What Is the Real Number System?

By: Jesslyn Shields & Yara Simón  | 
	real numbers
Real numbers are basically all the numbers you could think of if somebody told you to think of a number. HowStuffWorks

Math is pretty confusing — at least to people who don't understand it. Which is a lot of us.

The thing about math is you have to learn terms to understand what numbers are, what kinds of numbers are out there and the characteristics of each type. Numbers are just mathematical symbols that we use to count and measure. But not all numbers are created equal.


For instance, take the concept of the "real number system." If numbers can be real, are there also fake numbers? Well, there are real numbers and imaginary numbers. But what does that mean?

Real Numbers Are All the Numbers

Real numbers are basically all the numbers you could think of if somebody told you to think of a number. Real numbers derive from the concept of the number line: the positive numbers sitting to the right of zero, and the negative numbers sitting to the left of zero. Any number that you can plot on this real line is a real number. The numbers 27, -198.3, 0, 32/9 and 5 billion are all real numbers.

Strangely enough, you can also plot numbers such as √2 (the square root of 2, the value of which is 1.14142...) and the decimal equivalent of π (3.1415...), even though they are nonterminating decimal numbers. So, even though the number after the decimal never ends, they still have a place on the number line.


Real numbers include natural numbers, whole numbers, integers, rational numbers, irrational numbers and real numbers.

Natural Numbers

Natural numbers, also known as counting numbers, begin at 1 and go on indefinitely. These positive numbers sit on the right of 0 on the number line. Any one natural number you pick is also a positive integer.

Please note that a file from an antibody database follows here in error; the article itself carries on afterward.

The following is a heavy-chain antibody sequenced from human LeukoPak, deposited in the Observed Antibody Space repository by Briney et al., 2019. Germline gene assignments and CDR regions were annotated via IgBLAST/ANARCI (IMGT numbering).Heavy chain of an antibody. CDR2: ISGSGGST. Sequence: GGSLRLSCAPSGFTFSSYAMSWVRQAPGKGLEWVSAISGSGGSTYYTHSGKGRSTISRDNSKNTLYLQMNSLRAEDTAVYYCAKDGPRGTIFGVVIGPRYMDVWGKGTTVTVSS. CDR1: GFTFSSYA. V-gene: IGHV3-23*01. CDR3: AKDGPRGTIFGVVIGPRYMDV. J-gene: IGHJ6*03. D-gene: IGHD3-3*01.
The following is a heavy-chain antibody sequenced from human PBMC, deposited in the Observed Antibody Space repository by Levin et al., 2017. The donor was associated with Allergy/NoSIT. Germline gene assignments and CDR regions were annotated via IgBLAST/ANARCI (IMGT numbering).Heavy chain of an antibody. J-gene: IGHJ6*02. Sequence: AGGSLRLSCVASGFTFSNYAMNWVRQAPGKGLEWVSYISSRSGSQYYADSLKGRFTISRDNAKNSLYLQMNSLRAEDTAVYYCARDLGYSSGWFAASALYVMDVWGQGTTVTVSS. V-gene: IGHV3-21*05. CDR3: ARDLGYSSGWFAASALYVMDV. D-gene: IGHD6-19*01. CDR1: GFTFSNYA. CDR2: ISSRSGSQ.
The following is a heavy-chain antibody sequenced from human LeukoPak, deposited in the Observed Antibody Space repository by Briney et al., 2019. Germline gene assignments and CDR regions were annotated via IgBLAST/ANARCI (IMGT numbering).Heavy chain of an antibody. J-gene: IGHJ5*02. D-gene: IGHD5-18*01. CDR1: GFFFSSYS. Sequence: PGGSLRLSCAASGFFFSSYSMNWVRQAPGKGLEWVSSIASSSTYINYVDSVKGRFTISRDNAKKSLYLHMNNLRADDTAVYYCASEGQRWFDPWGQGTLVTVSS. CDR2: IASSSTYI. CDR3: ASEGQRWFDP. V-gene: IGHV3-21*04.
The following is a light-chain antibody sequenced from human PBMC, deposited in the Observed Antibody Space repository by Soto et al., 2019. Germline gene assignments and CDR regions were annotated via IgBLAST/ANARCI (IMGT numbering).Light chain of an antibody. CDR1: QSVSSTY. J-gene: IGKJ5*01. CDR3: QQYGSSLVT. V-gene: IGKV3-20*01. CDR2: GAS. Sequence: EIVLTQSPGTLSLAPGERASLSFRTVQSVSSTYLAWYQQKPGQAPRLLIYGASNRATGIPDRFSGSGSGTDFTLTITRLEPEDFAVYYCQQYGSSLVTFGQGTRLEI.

In mathematical notation, the following represents counting numbers: N = {1, 2, 3, 4, 5, 6, ...}.


Whole Numbers

Whole numbers encompass natural numbers as well as 0. In mathematical notation, whole numbers are: W = {0, 1, 2, 3, 4, 5, ...}.



Integers include whole numbers (0 and natural numbers) as well as numbers with a negative value. The following represents integers: ℤ = {..., -3, -2, -1, 0, 1, 2, 3, ...}. Integers do not include fractions, decimals or fractional parts. They are discrete values.


Rational and Irrational Numbers

Numbers are also either rational or irrational. You can write a rational number as a fraction, which includes whole numbers, all of which you can write as a fraction: 3/8, 5/1, 9/10, etc.

Decimals can fall under the rational category as well — they're just numbers that have either terminating or repeating decimals. So, 8.372 is a terminating decimal and 5.2222222... is a repeating decimal. These are rational numbers, which are also real numbers.


An irrational number is a real number that you cannot express as a simple fraction or ratio of two integers. Instead, rational numbers have non-repeating, non-terminating decimal expansion, such as π (3.14159265...) and √2 (1.41421356...). These decimal expansions go on forever without a repeating pattern.

Absolute Value

The absolute value of a number is a mathematical function that returns the non-negative (aka positive) value of a real number without considering its sign (positive or negative).

For example, if x = 7, then |x| = 7. And if x = -7, then |x| = 7.


It essentially measures the distance of a number from zero on the number line.

Imaginary Numbers

In contrast, an imaginary number is the value of the square root of a negative number. You may remember this special little math rule, but there is no number that, when squared, will produce a negative number.

But that doesn't stop mathematicians from doing it, as long as they admit the result is imaginary. (Infinity is also an imaginary number.)


This article was updated in conjunction with AI technology, then fact-checked and edited by a HowStuffWorks editor.